Too many writers seem weighed down by chips on their shoulders, saying in any number of ways that editors, awards organizations, blog tours, and writing organizations all discriminate against our genre.

    Once again, I don’t think this is an imaginary phenomenon or the expression of some kind of persecution complex. However, I don’t think it’s discrimination so much as they’re all telling us the same thing and we’re not listening. We aren’t making a connection with our readers, and I think it’s about more than action-driven plots and lovely turns of phrase.
    Christian fiction has a quality problem in part because Christians don’t do criticism well, on either side of the critique. We’re either too timid of causing offense, or overzealous in our crusade for perfection. Too easily bruised, or too bullheaded and self-satisfied. Somehow, we can’t seem to find a balance. There’s a place for frank and truthful illumination of shortcomings in our communities and our writing that doesn’t pat people on the heads for work that isn’t ready for prime-time or devolve into personal attacks and snarky one-upsmanship. We don’t get better because we don’t think we need to, and nobody’s telling us otherwise, if we’re even listening.

    If, as some claim, writing Christian speculative fiction is trying to fit the square peg of speculative stories into the round hole of the niche evangelical Christian community, then breaking down that community into a smaller niche seems counterintuitive. Unless, of course, we are content to write only for a small, closed set of people.

    I’d submit that this is precisely where we are right now.
    I don’t think anyone goes into writing with the intent of creating something shoddy. Everyone’s trying their best, and that’s commendable, but our best is a work in progress, and we have to recognize that for most of us, our best isn’t yet good enough. Christian spec fic is a niche market within a niche market. It’s a small pool, and small pools can become too comfortable. We buy each other’s books and trade “critiques” that are mostly affirmations and then wonder why the rest of the world (or the rest of the Christian fiction community) doesn’t understand how great we are.
    Christian spec fic also tends to be derivative. We see what’s popping in the general market and try to “sanctify” it for a Christian audience. The trouble is, we tend to be even further behind the original innovation than the followers in the general market, and we create an even paler imitation. Passion is good, passion and originality are better.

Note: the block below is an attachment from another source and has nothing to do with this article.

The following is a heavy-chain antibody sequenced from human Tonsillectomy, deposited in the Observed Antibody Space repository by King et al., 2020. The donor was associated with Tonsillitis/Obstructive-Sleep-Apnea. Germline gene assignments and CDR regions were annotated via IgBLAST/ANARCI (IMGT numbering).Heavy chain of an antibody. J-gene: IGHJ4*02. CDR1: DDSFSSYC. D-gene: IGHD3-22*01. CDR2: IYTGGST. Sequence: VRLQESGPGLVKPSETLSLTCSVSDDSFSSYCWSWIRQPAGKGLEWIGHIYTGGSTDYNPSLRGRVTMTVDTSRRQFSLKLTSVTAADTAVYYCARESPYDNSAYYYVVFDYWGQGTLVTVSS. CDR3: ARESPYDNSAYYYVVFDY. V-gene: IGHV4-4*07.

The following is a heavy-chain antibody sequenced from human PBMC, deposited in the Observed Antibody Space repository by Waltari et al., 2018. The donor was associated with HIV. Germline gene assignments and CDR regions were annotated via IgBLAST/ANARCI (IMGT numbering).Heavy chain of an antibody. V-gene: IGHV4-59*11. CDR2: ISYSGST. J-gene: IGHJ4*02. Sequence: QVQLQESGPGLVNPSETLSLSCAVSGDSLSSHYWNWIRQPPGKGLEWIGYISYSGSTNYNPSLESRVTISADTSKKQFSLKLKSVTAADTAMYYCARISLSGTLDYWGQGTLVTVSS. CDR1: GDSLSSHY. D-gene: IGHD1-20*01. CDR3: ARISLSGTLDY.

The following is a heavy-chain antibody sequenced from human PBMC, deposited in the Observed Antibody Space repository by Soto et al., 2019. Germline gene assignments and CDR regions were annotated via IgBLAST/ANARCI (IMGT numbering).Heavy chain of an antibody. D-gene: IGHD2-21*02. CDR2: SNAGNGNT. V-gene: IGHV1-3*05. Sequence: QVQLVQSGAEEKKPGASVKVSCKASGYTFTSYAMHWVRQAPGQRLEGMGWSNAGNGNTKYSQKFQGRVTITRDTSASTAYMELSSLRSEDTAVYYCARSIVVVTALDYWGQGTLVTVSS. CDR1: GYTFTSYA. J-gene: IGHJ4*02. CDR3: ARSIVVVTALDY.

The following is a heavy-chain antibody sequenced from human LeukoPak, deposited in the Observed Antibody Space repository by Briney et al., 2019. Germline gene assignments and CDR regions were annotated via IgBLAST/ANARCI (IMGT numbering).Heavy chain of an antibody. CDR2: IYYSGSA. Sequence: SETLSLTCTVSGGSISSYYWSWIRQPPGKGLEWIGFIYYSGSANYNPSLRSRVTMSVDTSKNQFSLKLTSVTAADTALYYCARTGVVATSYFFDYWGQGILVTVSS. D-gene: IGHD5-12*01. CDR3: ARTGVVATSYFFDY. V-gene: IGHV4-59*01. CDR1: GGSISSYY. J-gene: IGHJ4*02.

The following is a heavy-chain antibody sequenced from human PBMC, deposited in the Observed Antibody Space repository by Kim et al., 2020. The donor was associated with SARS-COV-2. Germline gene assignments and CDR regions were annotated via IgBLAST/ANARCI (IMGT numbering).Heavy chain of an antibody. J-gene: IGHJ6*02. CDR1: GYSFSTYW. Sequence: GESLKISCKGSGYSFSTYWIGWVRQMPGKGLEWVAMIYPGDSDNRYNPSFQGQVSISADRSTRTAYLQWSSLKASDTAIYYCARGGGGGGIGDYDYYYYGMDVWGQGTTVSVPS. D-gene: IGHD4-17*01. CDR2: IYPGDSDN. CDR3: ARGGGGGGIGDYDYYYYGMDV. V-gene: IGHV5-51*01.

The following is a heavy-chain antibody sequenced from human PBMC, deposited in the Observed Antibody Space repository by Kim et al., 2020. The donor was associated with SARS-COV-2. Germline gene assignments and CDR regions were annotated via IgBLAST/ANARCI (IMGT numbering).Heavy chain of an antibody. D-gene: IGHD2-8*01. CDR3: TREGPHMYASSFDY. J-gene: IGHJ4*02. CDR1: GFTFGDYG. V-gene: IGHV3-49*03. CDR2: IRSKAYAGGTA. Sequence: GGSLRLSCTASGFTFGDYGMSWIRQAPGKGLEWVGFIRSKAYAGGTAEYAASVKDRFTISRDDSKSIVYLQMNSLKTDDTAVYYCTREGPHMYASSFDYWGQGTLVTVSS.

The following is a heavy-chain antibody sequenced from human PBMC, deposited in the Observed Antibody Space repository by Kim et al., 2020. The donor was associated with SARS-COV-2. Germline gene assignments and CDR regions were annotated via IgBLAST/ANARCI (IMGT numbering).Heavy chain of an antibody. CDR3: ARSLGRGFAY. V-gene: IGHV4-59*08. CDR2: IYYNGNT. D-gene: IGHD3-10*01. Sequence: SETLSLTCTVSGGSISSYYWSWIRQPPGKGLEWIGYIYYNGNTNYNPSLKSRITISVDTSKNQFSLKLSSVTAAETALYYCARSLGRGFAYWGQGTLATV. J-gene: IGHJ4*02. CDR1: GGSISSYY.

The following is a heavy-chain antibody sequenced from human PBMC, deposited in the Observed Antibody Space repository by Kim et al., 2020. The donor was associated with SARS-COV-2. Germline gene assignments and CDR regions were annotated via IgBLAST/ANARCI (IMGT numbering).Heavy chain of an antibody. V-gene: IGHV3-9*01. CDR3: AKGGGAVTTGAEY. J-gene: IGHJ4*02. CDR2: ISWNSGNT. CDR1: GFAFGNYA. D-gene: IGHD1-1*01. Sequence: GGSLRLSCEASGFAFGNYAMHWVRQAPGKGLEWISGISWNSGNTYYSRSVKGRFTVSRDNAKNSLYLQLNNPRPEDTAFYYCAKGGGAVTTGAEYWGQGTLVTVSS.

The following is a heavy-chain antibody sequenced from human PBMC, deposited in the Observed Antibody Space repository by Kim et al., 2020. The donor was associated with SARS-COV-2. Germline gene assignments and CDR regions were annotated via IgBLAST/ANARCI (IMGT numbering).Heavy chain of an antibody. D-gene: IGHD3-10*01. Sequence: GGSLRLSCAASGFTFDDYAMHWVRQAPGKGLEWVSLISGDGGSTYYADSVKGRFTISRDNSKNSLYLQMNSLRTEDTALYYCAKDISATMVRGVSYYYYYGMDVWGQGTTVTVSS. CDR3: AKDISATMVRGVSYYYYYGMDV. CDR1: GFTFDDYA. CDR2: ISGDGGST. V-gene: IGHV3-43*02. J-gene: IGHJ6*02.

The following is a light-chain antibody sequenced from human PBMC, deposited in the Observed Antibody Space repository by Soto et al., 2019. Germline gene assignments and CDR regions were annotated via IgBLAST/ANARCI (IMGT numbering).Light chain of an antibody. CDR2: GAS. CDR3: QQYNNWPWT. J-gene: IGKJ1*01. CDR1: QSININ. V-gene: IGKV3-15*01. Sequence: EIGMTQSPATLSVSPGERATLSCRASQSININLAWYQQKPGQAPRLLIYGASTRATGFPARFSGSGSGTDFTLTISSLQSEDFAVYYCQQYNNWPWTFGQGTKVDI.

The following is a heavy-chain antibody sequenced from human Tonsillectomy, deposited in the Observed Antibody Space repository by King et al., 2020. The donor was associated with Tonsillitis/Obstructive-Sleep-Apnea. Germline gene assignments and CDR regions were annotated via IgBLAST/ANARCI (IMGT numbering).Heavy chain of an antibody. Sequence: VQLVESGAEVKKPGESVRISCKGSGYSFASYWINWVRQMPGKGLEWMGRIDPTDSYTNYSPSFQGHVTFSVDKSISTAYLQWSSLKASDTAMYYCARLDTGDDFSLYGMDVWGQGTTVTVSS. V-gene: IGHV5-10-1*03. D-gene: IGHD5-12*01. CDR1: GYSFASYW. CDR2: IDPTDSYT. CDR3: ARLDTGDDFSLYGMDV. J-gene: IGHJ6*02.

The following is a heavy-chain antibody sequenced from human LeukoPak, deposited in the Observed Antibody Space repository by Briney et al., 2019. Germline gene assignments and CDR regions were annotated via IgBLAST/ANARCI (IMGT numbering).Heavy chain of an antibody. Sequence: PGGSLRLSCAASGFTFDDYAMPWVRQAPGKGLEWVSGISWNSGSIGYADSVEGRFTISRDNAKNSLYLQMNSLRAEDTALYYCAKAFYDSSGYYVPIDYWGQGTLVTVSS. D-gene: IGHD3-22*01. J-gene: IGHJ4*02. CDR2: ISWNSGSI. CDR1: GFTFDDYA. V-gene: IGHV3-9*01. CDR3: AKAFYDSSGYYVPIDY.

• Fred, I’ll have more to say in response to your post, but before I forget, I wanted to comment here. You said

      We don’t get better because we don’t think we need to, and nobody’s telling us otherwise, if we’re even listening.

      This is the very thing I tried to say in this post. It’s not easy to say because as Austin noted, it seems as if I’m setting myself apart or above Christian speculative writers. That’s not the case. It’s because I recognize myself in what so many are saying, and I also recognize, now, how far my writing still has to go. But I had years of rejection when I thought my manuscript was ready to go. But as I learned more, I realized how good it was that I had not published prematurely.

      I freelance edit, attend mentoring clinics at writers’ conferences, judge contests of published and unpublished works, and I’ll say, I see a lot of work that writers believe is ready when it’s not.

      So if nothing else gets across in this post, I hope this does: we need to spend more time improving our writing and less time worried about who is treating speculative fiction unfairly.


      • Fred Warren says:

        This is the very thing I tried to say in this post. It’s not easy to say because as Austin noted, it seems as if I’m setting myself apart or above Christian speculative writers.

        Hardly. You’re a seasoned observer and analyst of Christian fiction, and you’re a writer yourself. You have the experience, knowledge, credibility, and perhaps even the responsibility to speak up when you see something amiss in the genre. Then we talk about it. That’s one reason this place exists.

        • Thanks, Fred. I appreciate the vote of confidence. And I agree–Spec Faith exists as a place where we can talk about these kinds of things, among others. If we don’t challenge ourselves to do better, who will?


    • It’s a small pool, and small pools can become too comfortable. We buy each other’s books and trade “critiques” that are mostly affirmations and then wonder why the rest of the world (or the rest of the Christian fiction community) doesn’t understand how great we are.

      I think that’s uncomfortably true.

      Part of the issue, as I said earlier, is that I don’t think we read widely enough.

      Another part is the fact that we accept the pool we find ourselves in, as if it is a closed environment when actually it’s a lagoon with access to the whole ocean. But we have to be strong enough to make it in the deep waters, and I think only a few are close. Those need our support and encouragement.

      Hey, even the weak need our support and encouragement, but that doesn’t mean we should say, Go ahead and swim into the swells. You can do it, and if you start to drown, it’s the fault of all those big fish for not making more room for you.


      • Fred Warren says:

        Part of the issue, as I said earlier, is that I don’t think we read widely enough.